Most of the light that passes through the Universe is invisible to human eyes. Beyond the average wavelengths that we can see, there is a whole cosmos that shines in high and low energy radiation.
But we humans are smart little animals and have managed to build instruments that can see the light that we can’t. One of them is NASA’s Fermi Gamma-Ray Space Telescope, an observatory suspended in low Earth orbit, monitoring the skies for gamma rays, the most energetic light in the universe.
Fermi continuously monitors the entire sky, observing gamma ray sources and how they change over time, providing astronomers with a map of the different gamma ray producers we can detect. This data is compiled into a catalog that scientists can use to probe the production of gamma radiation.
The animation depicts a year of fluctuating gamma radiation from 1,525 sources, represented by pulsating purple circles, collected between February 2022 and February 2023, with each image representing three days of observations. The larger the circle, the brighter the gamma radiation.
The yellow circle, meanwhile, represents the apparent trajectory of the Sun in the sky for this period.
“We were inspired to build this database by astronomers who study galaxies and wanted to compare visible and gamma light curves over long timescales,” says astrophysicist Daniel Kocevski from NASA’s Marshall Space Flight Center in Huntsville.
“We were receiving requests to process one object at a time. Now the scientific community has access to all the analyzed data for the entire catalog.”
Most of the flashing lights you see are from a type of galaxy known as blazars. It is a subset of quasar galaxies. A quasar is a galaxy with an extremely active nucleus, i.e. the supermassive black hole consumes hardware at a breakneck pace. This material is heated by the extreme activity around the black hole, so it resonates through space. Quasars emit the brightest light in the Universe.
Some of these quasars have plasma jets launched from the galactic core. As the black hole feeds, some of the matter swirling around it is deflected and accelerated along magnetic field lines outside the event horizon. When it reaches the poles, this material is launched into space at high speed, often approaching the speed of light in a vacuum.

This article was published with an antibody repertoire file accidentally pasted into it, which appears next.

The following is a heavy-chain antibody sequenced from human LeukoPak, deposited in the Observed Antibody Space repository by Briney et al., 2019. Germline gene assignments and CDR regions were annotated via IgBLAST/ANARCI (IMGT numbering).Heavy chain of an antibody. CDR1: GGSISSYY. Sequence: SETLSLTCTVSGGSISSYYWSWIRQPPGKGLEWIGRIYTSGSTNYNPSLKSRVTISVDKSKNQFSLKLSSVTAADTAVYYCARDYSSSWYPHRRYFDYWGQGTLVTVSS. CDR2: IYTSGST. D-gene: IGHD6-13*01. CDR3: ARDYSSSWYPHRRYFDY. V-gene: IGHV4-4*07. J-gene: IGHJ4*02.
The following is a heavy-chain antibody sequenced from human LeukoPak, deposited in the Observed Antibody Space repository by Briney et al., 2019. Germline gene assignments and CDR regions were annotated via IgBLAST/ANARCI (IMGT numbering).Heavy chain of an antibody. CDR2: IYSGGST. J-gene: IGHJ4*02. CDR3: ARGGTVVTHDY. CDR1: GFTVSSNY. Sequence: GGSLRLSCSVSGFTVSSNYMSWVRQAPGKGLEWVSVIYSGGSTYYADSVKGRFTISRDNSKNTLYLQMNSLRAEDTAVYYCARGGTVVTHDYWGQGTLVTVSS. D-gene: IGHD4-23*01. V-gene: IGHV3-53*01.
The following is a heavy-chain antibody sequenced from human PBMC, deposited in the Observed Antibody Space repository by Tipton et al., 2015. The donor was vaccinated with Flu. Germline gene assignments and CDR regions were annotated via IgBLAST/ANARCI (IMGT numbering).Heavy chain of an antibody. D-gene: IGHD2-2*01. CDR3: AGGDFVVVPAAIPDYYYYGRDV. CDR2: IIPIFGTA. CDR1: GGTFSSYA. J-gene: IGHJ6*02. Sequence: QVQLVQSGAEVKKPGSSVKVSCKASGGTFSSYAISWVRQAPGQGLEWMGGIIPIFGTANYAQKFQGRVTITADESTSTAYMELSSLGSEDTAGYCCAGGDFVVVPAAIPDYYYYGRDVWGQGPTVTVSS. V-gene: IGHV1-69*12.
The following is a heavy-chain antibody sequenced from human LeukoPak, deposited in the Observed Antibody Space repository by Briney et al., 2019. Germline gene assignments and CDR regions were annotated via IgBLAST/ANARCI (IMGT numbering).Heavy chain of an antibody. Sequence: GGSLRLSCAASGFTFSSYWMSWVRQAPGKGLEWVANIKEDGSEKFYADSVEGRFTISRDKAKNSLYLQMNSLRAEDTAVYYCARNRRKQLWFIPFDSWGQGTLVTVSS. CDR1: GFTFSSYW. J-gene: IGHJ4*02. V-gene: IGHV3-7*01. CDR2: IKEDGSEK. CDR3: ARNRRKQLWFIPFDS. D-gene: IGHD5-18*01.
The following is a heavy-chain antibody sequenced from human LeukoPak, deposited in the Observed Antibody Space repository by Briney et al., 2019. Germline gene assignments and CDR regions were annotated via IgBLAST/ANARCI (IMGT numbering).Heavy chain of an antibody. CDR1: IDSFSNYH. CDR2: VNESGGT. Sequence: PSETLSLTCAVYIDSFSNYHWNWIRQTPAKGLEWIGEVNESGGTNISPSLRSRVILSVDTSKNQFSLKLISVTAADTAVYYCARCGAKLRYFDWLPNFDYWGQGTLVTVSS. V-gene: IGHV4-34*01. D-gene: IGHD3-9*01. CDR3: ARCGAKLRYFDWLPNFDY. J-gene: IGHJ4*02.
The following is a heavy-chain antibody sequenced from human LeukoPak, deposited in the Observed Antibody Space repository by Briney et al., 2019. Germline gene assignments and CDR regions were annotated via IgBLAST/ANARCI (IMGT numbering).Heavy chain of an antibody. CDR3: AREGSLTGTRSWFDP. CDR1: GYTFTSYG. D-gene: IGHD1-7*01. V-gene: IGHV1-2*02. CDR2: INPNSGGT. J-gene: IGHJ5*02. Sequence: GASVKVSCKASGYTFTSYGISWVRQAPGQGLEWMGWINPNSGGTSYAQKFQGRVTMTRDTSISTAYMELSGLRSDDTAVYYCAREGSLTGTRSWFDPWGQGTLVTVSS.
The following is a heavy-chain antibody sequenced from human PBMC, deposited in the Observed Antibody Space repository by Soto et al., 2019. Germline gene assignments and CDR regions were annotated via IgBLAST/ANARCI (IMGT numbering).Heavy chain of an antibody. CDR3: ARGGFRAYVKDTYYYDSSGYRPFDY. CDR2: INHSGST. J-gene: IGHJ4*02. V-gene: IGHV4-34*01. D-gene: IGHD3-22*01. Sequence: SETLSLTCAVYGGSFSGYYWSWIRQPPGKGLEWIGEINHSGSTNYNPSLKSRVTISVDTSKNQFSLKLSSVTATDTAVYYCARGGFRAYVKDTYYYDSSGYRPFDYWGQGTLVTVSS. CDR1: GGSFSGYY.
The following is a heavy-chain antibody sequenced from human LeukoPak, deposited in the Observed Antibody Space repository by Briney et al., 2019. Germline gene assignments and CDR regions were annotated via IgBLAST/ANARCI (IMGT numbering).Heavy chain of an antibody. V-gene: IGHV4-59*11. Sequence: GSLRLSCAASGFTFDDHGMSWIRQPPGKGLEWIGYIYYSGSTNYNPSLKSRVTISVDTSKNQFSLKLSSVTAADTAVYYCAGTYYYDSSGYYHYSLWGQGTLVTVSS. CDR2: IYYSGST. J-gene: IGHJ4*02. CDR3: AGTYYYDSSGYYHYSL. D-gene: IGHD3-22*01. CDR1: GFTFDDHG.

A blazar is a quasar whose jet is pointed towards or almost towards the Earth. Due to this orientation, the light appears even brighter across the spectrum. Blazars are known sources of gamma radiation, but their light fluctuates on fairly short time scales; their fluctuations can help astronomers study how these giants feed.
Combined with other data, it can also help answer questions about the Universe. For example, it is only recently that neutrino detections made by observatories like IceCube in Antarctica goes back to blazar galaxies.
Blazars account for over 90% of gamma ray sources in the new addition to Fermi’s gamma ray catalog. Other objects emitting gamma radiation include a type of neutron star called pulsarthe tattered remnants of material left over from supernova explosions and binary systems such as binary neutron stars.
And there’s the gamma-ray glow from the plane of the Milky Way galaxy, represented in the animation by a blobby orange band extending down the center of the image. There, a brighter color represents a more radiant glow.
Long-period observations will hopefully lead to a better understanding of some of the phenomena associated with gamma-ray sources. For example, draw a neutrino at a brighter time of blazar activity could help reduce the processes that produce these mysterious particles.
“Have historical lightcurve database,” says astrophysicist Michela Negro from the University of Maryland, Baltimore County, and NASA’s Goddard Space Flight Center, “could lead to new multimessenger information about past events.”
And we have an idea of how we might see the Universe if we had alien eyes.
The recently updated catalog is available free of charge at The Astrophysical Journal Supplement Series.